In human, CD27 is exclusively expressed in the lymphoid lineage, in other words, by T, B and NK cells and their immediate precursors. In the mouse, CD27 is additionally expressed on early hematopoietic precursors. Importantly, CD27 is already present on naive CD4+ and CD8+ T cells. Most other co-stimulatory TNFRs are only synthesized after T cell activation. Upon activation, naive CD4+ and CD8+ T cells transiently upregulate the expression of CD27. Activated T cells proteolytically shed CD27 from the cell surface, thereby giving rise to circulating soluble CD27 that can serve as a diagnostic marker of T-cell activation. Terminally differentiated effector CD8+ T cells loose CD27, while long-lived central memory cells retain it.
CD70 / CD27L / TNFSF7 is constitutively expressed on medullary thymic epithelial cells (mTECs) in human and mouse and on certain unconventional APCs in the mouse intestine. Apart from that, CD70 / CD27L / TNFSF7 is exclusively expressed after immune activation. It is found on activated DCs, B cells, conventional- and regulatory T cells and NK cells. CD70 / CD27L / TNFSF7 expression is highly regulated by antigen, since it is under control of PRRs, T cell and B cell antigen receptors and its expression is further tuned by cytokines such as IL-1α, IL-12, TNFα, prostaglandin E2 and by CD28- and CD40 co-stimulation. Epithelial cells and other cell types may acquire CD70 / CD27L / TNFSF7 upon malignant transformation.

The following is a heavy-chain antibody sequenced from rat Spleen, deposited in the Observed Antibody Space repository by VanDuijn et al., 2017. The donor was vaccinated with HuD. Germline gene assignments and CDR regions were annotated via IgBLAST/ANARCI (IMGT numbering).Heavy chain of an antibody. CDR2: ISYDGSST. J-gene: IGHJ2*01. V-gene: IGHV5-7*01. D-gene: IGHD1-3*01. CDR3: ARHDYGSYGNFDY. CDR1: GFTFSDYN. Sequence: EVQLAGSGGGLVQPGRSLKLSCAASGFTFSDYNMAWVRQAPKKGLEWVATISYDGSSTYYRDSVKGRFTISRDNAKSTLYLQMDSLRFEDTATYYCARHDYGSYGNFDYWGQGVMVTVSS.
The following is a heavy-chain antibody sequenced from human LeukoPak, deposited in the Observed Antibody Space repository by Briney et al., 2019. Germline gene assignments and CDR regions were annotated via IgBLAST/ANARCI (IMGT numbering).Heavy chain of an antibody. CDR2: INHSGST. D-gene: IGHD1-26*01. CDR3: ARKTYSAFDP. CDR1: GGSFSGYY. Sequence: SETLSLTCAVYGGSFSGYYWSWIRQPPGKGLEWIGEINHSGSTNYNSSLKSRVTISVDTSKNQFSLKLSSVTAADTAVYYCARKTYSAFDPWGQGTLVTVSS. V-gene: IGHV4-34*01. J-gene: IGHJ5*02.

The CD27 & CD70 immune checkpoint pathway plays an important role in immune regulation. At an early stage, human CD27 was recognized as a T-cell co-stimulatory receptor using in vitro assays with anti-CD27 mAb. Upon its cloning, the CD27 ligand CD70 / CD27L / TNFSF7 was likewise shown to promote TCR/CD3-induced proliferation of naïve CD4+ and CD8+ human T cells and the generation of effector cells. The co-stimulatory function of CD27 was subsequently solidified by studies in CD27−/− mice and by treating wild-type mice with CD70 / CD27L / TNFSF7 blocking mAb or recombinant soluble CD70 / CD27L / TNFSF7 in infection- and immunization models.
Koen van de Ven et al. Targeting the T-cell co-stimulatory CD27/CD70 pathway in cancer immunotherapy: rationale and potential. Immunotherapy (2015) 7(6), 655–667